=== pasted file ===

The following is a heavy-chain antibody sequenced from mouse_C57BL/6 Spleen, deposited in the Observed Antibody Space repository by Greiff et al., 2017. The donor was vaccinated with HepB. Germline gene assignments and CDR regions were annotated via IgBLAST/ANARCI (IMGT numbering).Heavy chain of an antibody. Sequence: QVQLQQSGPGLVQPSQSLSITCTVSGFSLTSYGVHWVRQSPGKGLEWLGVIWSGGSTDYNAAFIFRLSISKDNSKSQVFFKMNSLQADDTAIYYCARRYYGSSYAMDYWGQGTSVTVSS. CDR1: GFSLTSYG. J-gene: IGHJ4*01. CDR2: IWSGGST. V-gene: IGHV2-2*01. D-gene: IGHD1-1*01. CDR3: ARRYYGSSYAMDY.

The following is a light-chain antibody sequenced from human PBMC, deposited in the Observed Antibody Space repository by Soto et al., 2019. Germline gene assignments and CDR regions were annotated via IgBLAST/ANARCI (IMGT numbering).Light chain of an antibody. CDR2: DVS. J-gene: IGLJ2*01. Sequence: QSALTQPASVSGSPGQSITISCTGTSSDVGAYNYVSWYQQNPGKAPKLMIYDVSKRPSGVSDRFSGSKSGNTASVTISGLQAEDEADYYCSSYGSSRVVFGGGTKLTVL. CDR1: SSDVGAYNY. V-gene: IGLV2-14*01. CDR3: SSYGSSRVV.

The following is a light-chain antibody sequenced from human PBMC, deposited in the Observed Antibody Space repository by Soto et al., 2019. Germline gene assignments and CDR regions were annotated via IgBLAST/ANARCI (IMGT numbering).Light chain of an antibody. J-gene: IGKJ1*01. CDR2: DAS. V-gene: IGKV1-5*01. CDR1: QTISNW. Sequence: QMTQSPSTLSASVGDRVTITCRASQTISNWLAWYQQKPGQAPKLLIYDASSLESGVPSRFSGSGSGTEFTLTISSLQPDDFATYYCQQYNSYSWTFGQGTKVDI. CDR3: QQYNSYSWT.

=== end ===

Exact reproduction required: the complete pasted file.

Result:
The following is a heavy-chain antibody sequenced from mouse_C57BL/6 Spleen, deposited in the Observed Antibody Space repository by Greiff et al., 2017. The donor was vaccinated with HepB. Germline gene assignments and CDR regions were annotated via IgBLAST/ANARCI (IMGT numbering).Heavy chain of an antibody. Sequence: QVQLQQSGPGLVQPSQSLSITCTVSGFSLTSYGVHWVRQSPGKGLEWLGVIWSGGSTDYNAAFIFRLSISKDNSKSQVFFKMNSLQADDTAIYYCARRYYGSSYAMDYWGQGTSVTVSS. CDR1: GFSLTSYG. J-gene: IGHJ4*01. CDR2: IWSGGST. V-gene: IGHV2-2*01. D-gene: IGHD1-1*01. CDR3: ARRYYGSSYAMDY.

The following is a light-chain antibody sequenced from human PBMC, deposited in the Observed Antibody Space repository by Soto et al., 2019. Germline gene assignments and CDR regions were annotated via IgBLAST/ANARCI (IMGT numbering).Light chain of an antibody. CDR2: DVS. J-gene: IGLJ2*01. Sequence: QSALTQPASVSGSPGQSITISCTGTSSDVGAYNYVSWYQQNPGKAPKLMIYDVSKRPSGVSDRFSGSKSGNTASVTISGLQAEDEADYYCSSYGSSRVVFGGGTKLTVL. CDR1: SSDVGAYNY. V-gene: IGLV2-14*01. CDR3: SSYGSSRVV.

The following is a light-chain antibody sequenced from human PBMC, deposited in the Observed Antibody Space repository by Soto et al., 2019. Germline gene assignments and CDR regions were annotated via IgBLAST/ANARCI (IMGT numbering).Light chain of an antibody. J-gene: IGKJ1*01. CDR2: DAS. V-gene: IGKV1-5*01. CDR1: QTISNW. Sequence: QMTQSPSTLSASVGDRVTITCRASQTISNWLAWYQQKPGQAPKLLIYDASSLESGVPSRFSGSGSGTEFTLTISSLQPDDFATYYCQQYNSYSWTFGQGTKVDI. CDR3: QQYNSYSWT.